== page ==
The Isaiah Canticles is a three-movement work for unaccompanied choir setting texts from Isaiah. the first two movements start in a similar manner, and in fact similar to the opening work on the disc, with phrases building from a single spare line. But in the first movement we develop to a crisply rhythmic climax, whereas the second is highly contemplative with the choir demonstrating superb control in the long lines. The final movement is more declamatory, with rhythmically interesting interchanges between the voices leading to a fine climax.
Angel Song is a Christmas anthem for choir and organ, setting another 19th century hymn text. Here we have a lively organ part and an interesting variety of textures building on a use of unison phrases in the choir. The concluding section reaches an impressive climax, with a big organ solo. En natus est Emanuuel is a setting for unaccompanied choir of a text from Michael Praetorius. A contemplative piece, despite the Christmas theme, with a lovely clear transparent texture.
Gloria was written for the Choral Art Society in Portland, Maine but its lively combination of highly effective textures seems ideal for youth choirs and is here performed by Winchester College Chapel Choir and Portsmouth Grammar School Chamber Choir, conducted by Malcolm Archer. After an introduction from brass and bells, a small group of singers begins a chant-like singing, barely there (in fact, reading Locklair’s notes you realise that they are placed at the rear of the performance space and gradually move closer). Once the full ensemble comes in we can admire the way Locklair keeps his textures varied, and there is a nice contrast between the infectious rhythmic liveliness, and the more contemplative sections. The young singers are clearly having a great time, and sing both with enthusiasm and skill.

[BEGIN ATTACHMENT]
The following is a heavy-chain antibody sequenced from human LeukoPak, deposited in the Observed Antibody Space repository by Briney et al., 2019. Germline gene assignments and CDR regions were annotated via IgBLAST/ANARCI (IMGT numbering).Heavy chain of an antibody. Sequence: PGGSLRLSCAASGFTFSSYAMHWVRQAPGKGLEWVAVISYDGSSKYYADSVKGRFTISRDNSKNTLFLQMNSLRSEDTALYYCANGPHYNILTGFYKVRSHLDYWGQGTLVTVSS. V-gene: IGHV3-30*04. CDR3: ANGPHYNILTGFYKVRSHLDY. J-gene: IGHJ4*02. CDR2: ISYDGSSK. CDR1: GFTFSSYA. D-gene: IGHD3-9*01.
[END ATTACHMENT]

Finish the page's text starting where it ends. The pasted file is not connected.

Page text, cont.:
Next comes three unaccompanied Latin motets sung by Sospiri. O Sacrum Convivium sets the Communion sentence for unaccompanied choir. It is a quiet, beautifully formed piece which has some rather effective jazz-like hints in the harmonies. Ubi Caritas is rather darker in mood with an angular melody which develops into something rather powerful. Ave Verum Corpus is quite sober, with an interesting quality to the harmony and a powerful climax.